The Late Roman Farmhouse at San Biagio - The Chora of Metaponto 4 - Erminia Lapadula


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    Vol. in 4°, rilegatura filorefe in tutta tela nera, 250 pp., b/n e coll.

    This volume in the Institute of Classical Archaeology's series on rural settlements in the countryside (chora) of Metaponto presents the excavation of the Late Roman farmhouse at San Biagio. Located near the site of an earlier Greek sanctuary, this modest but well-appointed structure was an unexpected find from a period generally marked by large landholdings and monumental villas. Description of earlier periods of occupation (Neolithic and Greek) is followed by a detailed discussion of the farmhouse itself and its historical and socioeconomic context. The catalogs and analyses of finds include impressive deposits of coins from the late third and early fourth centuries AD. Use of virtual reality CAD software has yielded a deeper understanding of the architectural structure and its reconstruction. A remarkable feature is the small bath complex, with its examples of window glass. This study reveals the existence of a small but viable rural social and economic entity and alternative to the traditional image of crisis and decline during the Late Imperial period.

    Preface (Joseph Coleman Carter)

    1. The Farmhouse at San Biagio and the Agricultural Landscape of Basilicata in the Roman Period (Liliana Giardino)
    Basilicata under Roman Rule

    2. The Excavation and Structures (Erminia Lapadula)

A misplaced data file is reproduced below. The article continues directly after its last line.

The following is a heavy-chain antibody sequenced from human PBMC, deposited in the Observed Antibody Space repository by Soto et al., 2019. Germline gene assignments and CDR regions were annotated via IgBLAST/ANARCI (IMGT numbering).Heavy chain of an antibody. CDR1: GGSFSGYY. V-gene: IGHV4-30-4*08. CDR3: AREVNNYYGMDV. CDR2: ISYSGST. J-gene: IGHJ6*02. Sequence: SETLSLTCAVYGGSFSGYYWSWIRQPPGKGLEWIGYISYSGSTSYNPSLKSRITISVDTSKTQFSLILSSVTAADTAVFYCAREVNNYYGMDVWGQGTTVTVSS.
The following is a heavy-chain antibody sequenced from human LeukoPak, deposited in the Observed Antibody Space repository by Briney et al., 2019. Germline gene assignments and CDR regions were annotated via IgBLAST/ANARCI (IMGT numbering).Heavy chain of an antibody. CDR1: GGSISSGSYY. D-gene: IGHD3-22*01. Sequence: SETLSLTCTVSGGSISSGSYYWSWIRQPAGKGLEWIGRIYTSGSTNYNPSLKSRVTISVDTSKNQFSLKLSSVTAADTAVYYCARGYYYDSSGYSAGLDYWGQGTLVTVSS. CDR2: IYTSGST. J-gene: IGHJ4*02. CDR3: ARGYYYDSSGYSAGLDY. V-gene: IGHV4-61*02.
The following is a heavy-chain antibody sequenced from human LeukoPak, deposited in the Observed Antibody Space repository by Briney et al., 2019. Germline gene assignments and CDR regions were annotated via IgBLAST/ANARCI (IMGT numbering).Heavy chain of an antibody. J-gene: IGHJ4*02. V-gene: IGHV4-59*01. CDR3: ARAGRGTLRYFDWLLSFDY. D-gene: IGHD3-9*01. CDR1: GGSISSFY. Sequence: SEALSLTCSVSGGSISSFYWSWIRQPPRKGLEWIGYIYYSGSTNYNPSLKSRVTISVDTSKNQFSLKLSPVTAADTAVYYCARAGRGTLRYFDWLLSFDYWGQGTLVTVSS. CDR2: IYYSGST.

The Setting
    The 1980 Excavation
    Re-evaluation of the Site’s Occupation
    Building Materials
    Interpretation of the Roman Structure
    Virtual Archaeology: A Proposed Reconstruction (Massimo Limoncelli)

    3. The Materials: Prehistoric through the Roman Republican Period (Erminia Lapadula)
    Pottery and Other Neolithic Artifacts (Cesare D’Annibale)
    Figured Pottery (Francesca Silvestrelli)
    Black Gloss and Grey Ware (Eloisa Vittoria)
    Banded Ware, Miniatures, and Plain Ware (Anna Cavallo)
    Cooking Ware (Antonietta Di Tursi)
    Transport Amphorae (Oda Teresa Calvaruso)
    Architectural Terracottas (Anna Lucia Tempesta)
    Coroplastic (Rebecca Miller Ammerman)
    Loom Weights (Lin Foxhall)

    4. The Materials: The Roman Imperial Period (Erminia Lapadula)
    Study and Presentation of Material
    Eastern Terra Sigillata
    African Red Slip Ware
    Slipped Common Ware
    Plain Ware
    African Cooking Ware
    Cooking Ware
    Transport Amphorae
    Glass Finds
    Metal Finds
    Milling Finds

    5. Furnishings, Utilitarian Artifacts, and Coins (Erminia Lapadula)
    Personal Artifacts
    Household Instruments
    Spinning, Weaving, and Sewing
    Tools for Fire-lighting, Carpentry, and Woodworking
    The Repair of Dolia
    Window Glass
    Coins (Anna Rita Parente)

    6. Archaeozoology, Archaeometry, and Ceramic Analysis
    The Archaeozoological Data (Joseph Coleman Carter)
    A Goat Skeleton from the Roman Period (László Bartosiewicz)
    Archaeometric Analyses of Metal, Glass, and Plaster (Claudio Giardino)
    Microscopy of Selected Pottery Fabrics (Keith Swift with Victoria Leitch)

    7. Conclusions (Erminia Lapadula)

    Reference Materials
    Illustration Credits